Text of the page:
This post covers chapters 12 & 13 from Futuyma and Kirkpatrick’s book on Evolution (2018). The author of this post is Jacqueline Hoppenreijs.

In blog 4, we briefly touched upon one of the advantages of dispersal: it decreases competition for resources with your nearest and dearest. Residency can have multiple outcomes that vary from extremely cooperative, via neutral, to extremely violent.

Cooperation and conflict

When two individuals coexist, one can help the other (“cooperate”) through altruism or mutualism, or do the opposite (“conflict”). Altruism is probably the most renowned example of these interactions, and indicates that one individual sacrifices something to another’s benefit. In the case of mutualism, there are only winners: everyone benefits. Conflict can consist of direct harm, but also indirect actions such as cheating. That’s not to say that a plant and a bee are sitting down for a game of Monopoly, but it might look like pollinators that are not doing their job by bypassing a plant’s anthers and stealing the nectar (Figure 1).

Figure 1. Pollinators robbing plants of their nectar instead of taking the front door and take some pollen with them.

Now, it is tempting to think that those that cheat will win from the others, because they get more resources with less effort, and might thus be able to withstand selection pressure better. But wouldn’t populations come to consist exclusively of cheaters and then collapse? Not quite, so there must be another mechanism at work. That mechanism is not group selection, which was a popular hypothesis until the 1960s and assumed that selection pressure didn’t work on the individual but on the level above. There is, however, a bunch of other mechanisms through which evolution has resulted in cooperation rather than conflict.

A well-known example of non-family cooperation is to find safety or success in numbers. This behaviour can directly increase the chance of not-being-eaten, or increase the chance of catching a prey. Other types of cooperation take more time to pay off, or only work as such because the individuals involved interact repeatedly. The latter means that actions are reciprocal, as opposed to one-off selfish behaviour. This might look like individuals copying each other’s behaviour or copying their own, previous behaviour until that’s not rewarding anymore. A series of cooperative interactions can also change if a helping individual decides to punish a cheater for being selfish. Or even worse, when one individual damages another at a cost for itself! All of this changes when family enters the game. Now, there’s not just profit for yourself and increased direct fitness to be gained, but you can gain by helping others survive. Why? Because they’re likely to be carrying the genes you carry, which means there’s an indirect fitness advantage to be gained! Kin selection like this is advantageous if the relatedness and benefit for the recipient outweigh the costs of the helping individual.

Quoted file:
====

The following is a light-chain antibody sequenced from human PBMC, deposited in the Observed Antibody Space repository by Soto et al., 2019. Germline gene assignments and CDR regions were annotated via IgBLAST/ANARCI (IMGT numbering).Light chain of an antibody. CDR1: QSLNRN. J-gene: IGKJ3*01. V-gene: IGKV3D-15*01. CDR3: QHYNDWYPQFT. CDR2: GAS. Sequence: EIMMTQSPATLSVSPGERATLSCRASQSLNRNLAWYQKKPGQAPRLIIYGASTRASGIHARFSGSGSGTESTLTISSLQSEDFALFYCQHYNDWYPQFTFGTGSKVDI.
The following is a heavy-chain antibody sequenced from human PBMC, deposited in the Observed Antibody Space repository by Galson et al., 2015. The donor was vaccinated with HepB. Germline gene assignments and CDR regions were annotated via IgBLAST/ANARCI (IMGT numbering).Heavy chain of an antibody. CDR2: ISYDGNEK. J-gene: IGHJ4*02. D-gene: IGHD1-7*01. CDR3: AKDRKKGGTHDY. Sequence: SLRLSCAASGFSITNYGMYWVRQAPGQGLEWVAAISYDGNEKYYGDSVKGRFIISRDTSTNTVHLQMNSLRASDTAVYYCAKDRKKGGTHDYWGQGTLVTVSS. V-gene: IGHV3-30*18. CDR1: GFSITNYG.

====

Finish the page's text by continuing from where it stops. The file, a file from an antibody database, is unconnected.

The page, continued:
Conflict within family, on the other hand, can take some really extreme forms. That starts at the parental level: we’ve heard about male-male competition in blog five, but males can go as far as to harm the female they’re mating with (called sexually antagonistic competition) in order to increase their own reproductive success. The female praying mantis’ sexual cannibalism barely makes up for all the suffering her sisters go through. A less deadly form of parental conflict is the distribution of parental care to the offspring, which takes time and energy from either or both parents.

Moving onto the next generation, we see that there are parents that kill other individual’s offspring or even their own, which is called infanticide. The former makes sense in that they are making space for their own genes in the population by removing another individual’s genes, and the latter might make sense if there’s resource limitations. The same reasoning might apply when siblings compete for the same resource, which is called siblicide. This touches upon the conflict that exists between parents and their offspring. While one or few offspring are usually selfish as they profit most when they themselves survive, it’s in the interest of the parent to produce as many successful offspring as possible.